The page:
Luckily for me a Paleo diet is supposed to good for giving you lots of prebiotics.
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A rose by any other name would smell as sweet.
not every woman loves the same flower
nor wants the same flower from her love
Things haven’t been going to well for me recently ~ so, I wanted to post something happy and pretty today. I hope that you all like these flowers.
expression of delicate frustration
turning a painted face to the sun
perfumed treasured spring bloom
words and pictures by jack collier
You can do a lot of stuff with rose hips, from making syrups and jams, to my preferred use which is to make a tincture of rose hips and rosemary in apple cider vinegar. As well as sweetening and adding taste to the cider vinegar. the rose hips also add diuretic, lithontriptic, and mild laxative qualities to your brew. As for rosemary, this stuff is almost a cure-all. I just add an odd number of fresh sprigs to the bottle, (it must be an odd number.)
The finished product, (ready in about 6 weeks and will keep for a year or more), is a great basis for a salad dressing. Diluted in water it is also a first class tonic and as part of a whole-body cleanse. There is no truth whatsoever in the rumour that this is a female aphrodisiac. However, it is supposed to be a cure for practically whatever that ails you.
You can also make a true tincture of rose hips using medicinal alcohol, (or vodka). For those of us with a real taste for booze, just make a rose hip brandy or vodka. I have even heard of rose hip gin, although I’ve never tasted it.
The dog rose is an important plant to the herbalist, because the leaves, petals, and hips all have their uses. In a hedgerow, the plant may reach six feet or more in height, its flowers can be anything from white to a delicate pink, and if will guard its bounty with some particularly persistent thorns. (You can also use the hips, leaves, and petals of the cultivated rose, but I would look for a rose variety that’s as close to the wild rose as possible.)
The mixture of rose hips, rosemary, and organic apple cider vinegar is as near to a sorcerer’s brew as anything I know.
Now that autumn is drawing in, there’s nothing much nicer than sitting near a crackling log fire. Cats love being near the warmth, and the flames seem to fascinate the little assassins. Almost every woman you meet will love to curl up in front of a log fire, if you’re lucky right next to you ~ or the cat anyhow. Burning wood is environmentally friendly, (more or less), and it’s a much cheaper and nicer way to heat your living-room than oil or gas.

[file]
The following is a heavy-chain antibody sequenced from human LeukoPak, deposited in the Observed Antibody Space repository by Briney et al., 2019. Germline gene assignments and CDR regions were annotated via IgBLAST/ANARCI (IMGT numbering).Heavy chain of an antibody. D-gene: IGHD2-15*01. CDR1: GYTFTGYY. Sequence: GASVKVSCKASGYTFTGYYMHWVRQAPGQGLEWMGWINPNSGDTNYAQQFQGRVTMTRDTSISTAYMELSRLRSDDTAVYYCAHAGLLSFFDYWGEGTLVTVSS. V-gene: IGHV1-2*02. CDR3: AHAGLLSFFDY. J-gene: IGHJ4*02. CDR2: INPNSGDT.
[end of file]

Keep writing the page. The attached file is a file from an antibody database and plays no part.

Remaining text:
Well, let me tell you, if you’ve never had a log fire, (or a wood burning stove), then it’s all a lot more complicated than you’d think. First of all do you have a fireplace, or a wood burning stove? Do you even have a chimney? Look outside, are there neatly stacked plies of seasoned firewood?
Start with the basics, and assume that you at least have a fireplace.
When was the last time the fireplace / stove was used, and when was the chimney last swept? Burning wood creates ash, smoke, soot, and tar, which then goes up the chimney, and some of it sticks there. Birds and other creatures nest in chimneys, or on top of chimneys. Dead stuff and other crap falls into chimneys. If in doubt thoroughly clean out the fireplace and chimney, (this should be an annual job anyway). If you’re a useless wimp and in real doubt get some guy to do it for you, (if you have never seen a fall of soot you have no idea how filthy, stinking, dirty that is). If you don’t have a clean chimney some very bad things could happen; the fire may not light, your house may burn down, you may die.
Do you have some firewood? Have you any idea how much seasoned firewood you can get through in one winter ~ even if you only light the fire / stove at weekends? Do you know the difference between hardwood and softwood? Have you ever used an axe, log splitter, saw, chainsaw? Do you own a truck?
We could see that gas was costing us too much money. That’s why we made the choice to go to the wood burner. It’s easy to do. Cutting firewood is putting a little sweat equity into it, is all. ~ Jerry Lambert.
An average sized home could easily get through two cords of wood in a winter, just to heat the lounge in the evenings ~ Jerry Lambert must be one fit actor, or he buys in his firewood by the truck load. I have cut, hauled, split, stacked, and brought firewood into my home ~ and let me tell you it’s hard work requiring some expertise in everything from forestry to using hand tools.
The Finns have a proverb; Judge a man by his firewood. If you can haul enough firewood to heat your lounge in a cold winter, then you’re a real man.
Open log fires can spit sparks onto the hearthrug, burning embers can fall out, and they are quite inefficient, (maybe 10 to 15%). Really, an open log fire is for looks, cooking the odd whole side of lamb, (cooking with wood is by far the best way to do a lot of meat), and for snuggling near in the flickering light, (much better than scented candles).